A 1996 graduate of Falmouth High School, Mr. Calfee eventually strayed away from the more creative, graduating from Springfield College in 2000 with a degree in recreation management. By 2005 he had started working for his father’s insurance company, Arthur D. Calfee Insurance Agency, where he currently serves as vice president.
But as the film industry began making its way to Massachusetts, bringing major motion pictures to this region, Mr. Calfee signed up with two local casting agencies in 2008.
His return to acting was less than glamorous. He was cast as an extra in the Kate Hudson film “Bride Wars” and in the Kevin James comedy “Paul Blart: Mall Cop,” both of which were shot in Massachusetts.
Still, he enjoyed the experience and became hungry for more, meeting people in the industry, which led him to starring roles in the short film “Workaholics Anonymous,” as well as a handful of commercials and other small projects.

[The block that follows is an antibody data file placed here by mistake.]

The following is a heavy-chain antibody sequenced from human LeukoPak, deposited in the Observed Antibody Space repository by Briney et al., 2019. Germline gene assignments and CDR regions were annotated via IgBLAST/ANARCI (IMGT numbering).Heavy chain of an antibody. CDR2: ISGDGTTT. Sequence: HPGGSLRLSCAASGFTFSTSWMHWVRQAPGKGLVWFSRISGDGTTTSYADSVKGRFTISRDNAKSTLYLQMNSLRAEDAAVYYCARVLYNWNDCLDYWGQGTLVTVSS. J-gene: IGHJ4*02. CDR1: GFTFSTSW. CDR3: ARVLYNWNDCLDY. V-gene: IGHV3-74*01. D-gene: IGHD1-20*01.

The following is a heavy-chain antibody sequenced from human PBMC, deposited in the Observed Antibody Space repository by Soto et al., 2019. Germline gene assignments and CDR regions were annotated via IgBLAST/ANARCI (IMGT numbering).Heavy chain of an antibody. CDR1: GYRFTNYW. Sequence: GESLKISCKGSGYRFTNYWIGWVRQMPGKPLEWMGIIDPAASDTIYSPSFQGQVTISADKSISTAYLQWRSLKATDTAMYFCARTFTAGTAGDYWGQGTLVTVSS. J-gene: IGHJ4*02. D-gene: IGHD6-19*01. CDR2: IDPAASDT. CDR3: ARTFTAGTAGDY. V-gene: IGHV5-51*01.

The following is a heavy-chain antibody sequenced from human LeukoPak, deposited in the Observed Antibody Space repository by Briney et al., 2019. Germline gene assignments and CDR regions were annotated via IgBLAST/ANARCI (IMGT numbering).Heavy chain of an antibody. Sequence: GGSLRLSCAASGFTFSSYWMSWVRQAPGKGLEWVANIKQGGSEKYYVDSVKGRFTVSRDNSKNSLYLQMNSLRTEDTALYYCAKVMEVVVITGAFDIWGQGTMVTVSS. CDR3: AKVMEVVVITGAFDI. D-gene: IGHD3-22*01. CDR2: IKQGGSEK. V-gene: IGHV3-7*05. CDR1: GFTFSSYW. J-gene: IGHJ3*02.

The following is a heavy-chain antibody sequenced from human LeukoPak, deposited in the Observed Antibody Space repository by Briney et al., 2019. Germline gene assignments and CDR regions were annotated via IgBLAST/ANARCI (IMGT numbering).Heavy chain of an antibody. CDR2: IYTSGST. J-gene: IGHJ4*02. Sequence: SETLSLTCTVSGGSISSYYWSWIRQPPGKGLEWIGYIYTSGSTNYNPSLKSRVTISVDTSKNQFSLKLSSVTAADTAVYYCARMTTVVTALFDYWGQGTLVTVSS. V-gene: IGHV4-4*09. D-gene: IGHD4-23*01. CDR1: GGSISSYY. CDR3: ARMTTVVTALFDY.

As he continued to hone his craft, he said there was always the urge to act in a feature film, with the goal of being the lead.
When he was called in to audition for “The Single Life,” that was his chance. “And they actually said, ‘Yes,’ ” he laughed, admitting he had no nerves that day. “Did I feel pressure? No. Either they want me or they don’t. I get denied constantly,” he said.
Over the summer he juggled his day job with evening and weekend shoots on the film, something that has been thrilling.
“The Single Life” is a comedy that deals with the painful reality of breakups and how people respond to those situations. It revolves around Mr. Calfee’s character Dillon Brody who gets dumped by his girlfriend Mikenna, motivating him to attempt suicide by overdosing on pills.
Brody ends up in a coma, during which the film cuts to comedic flashbacks of previous breakups he has had with other girlfriends. “When he snaps out of it, he has a zest for life and wants to help people who are brokenhearted,” Mr. Calfee said.
At that point, Brody creates a dating service called The Single Life, setting up dates, many of which include his high school friends. “They are a disaster,” Mr. Calfee said.
The movie concludes with Brody’s company a failure, although he ends up finding love and happiness with Corrine (Jessenia Arias), a female friend he continually sees throughout the movie.